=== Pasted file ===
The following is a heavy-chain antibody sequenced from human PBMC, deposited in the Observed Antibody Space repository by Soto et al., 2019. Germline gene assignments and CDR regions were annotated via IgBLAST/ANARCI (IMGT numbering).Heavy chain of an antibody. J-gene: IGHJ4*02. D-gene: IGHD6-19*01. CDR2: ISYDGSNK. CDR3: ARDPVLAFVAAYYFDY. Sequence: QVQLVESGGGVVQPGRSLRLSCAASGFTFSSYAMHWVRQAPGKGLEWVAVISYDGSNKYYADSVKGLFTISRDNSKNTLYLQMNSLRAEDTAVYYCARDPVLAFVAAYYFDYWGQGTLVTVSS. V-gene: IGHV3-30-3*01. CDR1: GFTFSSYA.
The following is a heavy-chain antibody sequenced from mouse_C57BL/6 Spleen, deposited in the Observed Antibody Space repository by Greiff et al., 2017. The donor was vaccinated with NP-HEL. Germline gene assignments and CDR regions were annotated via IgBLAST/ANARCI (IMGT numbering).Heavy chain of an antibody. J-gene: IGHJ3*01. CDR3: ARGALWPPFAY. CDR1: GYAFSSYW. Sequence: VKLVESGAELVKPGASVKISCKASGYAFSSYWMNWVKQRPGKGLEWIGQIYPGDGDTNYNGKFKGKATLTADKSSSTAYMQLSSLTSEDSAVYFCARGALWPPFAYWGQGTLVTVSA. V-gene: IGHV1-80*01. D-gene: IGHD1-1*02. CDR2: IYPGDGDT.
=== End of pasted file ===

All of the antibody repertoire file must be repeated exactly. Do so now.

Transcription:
The following is a heavy-chain antibody sequenced from human PBMC, deposited in the Observed Antibody Space repository by Soto et al., 2019. Germline gene assignments and CDR regions were annotated via IgBLAST/ANARCI (IMGT numbering).Heavy chain of an antibody. J-gene: IGHJ4*02. D-gene: IGHD6-19*01. CDR2: ISYDGSNK. CDR3: ARDPVLAFVAAYYFDY. Sequence: QVQLVESGGGVVQPGRSLRLSCAASGFTFSSYAMHWVRQAPGKGLEWVAVISYDGSNKYYADSVKGLFTISRDNSKNTLYLQMNSLRAEDTAVYYCARDPVLAFVAAYYFDYWGQGTLVTVSS. V-gene: IGHV3-30-3*01. CDR1: GFTFSSYA.
The following is a heavy-chain antibody sequenced from mouse_C57BL/6 Spleen, deposited in the Observed Antibody Space repository by Greiff et al., 2017. The donor was vaccinated with NP-HEL. Germline gene assignments and CDR regions were annotated via IgBLAST/ANARCI (IMGT numbering).Heavy chain of an antibody. J-gene: IGHJ3*01. CDR3: ARGALWPPFAY. CDR1: GYAFSSYW. Sequence: VKLVESGAELVKPGASVKISCKASGYAFSSYWMNWVKQRPGKGLEWIGQIYPGDGDTNYNGKFKGKATLTADKSSSTAYMQLSSLTSEDSAVYFCARGALWPPFAYWGQGTLVTVSA. V-gene: IGHV1-80*01. D-gene: IGHD1-1*02. CDR2: IYPGDGDT.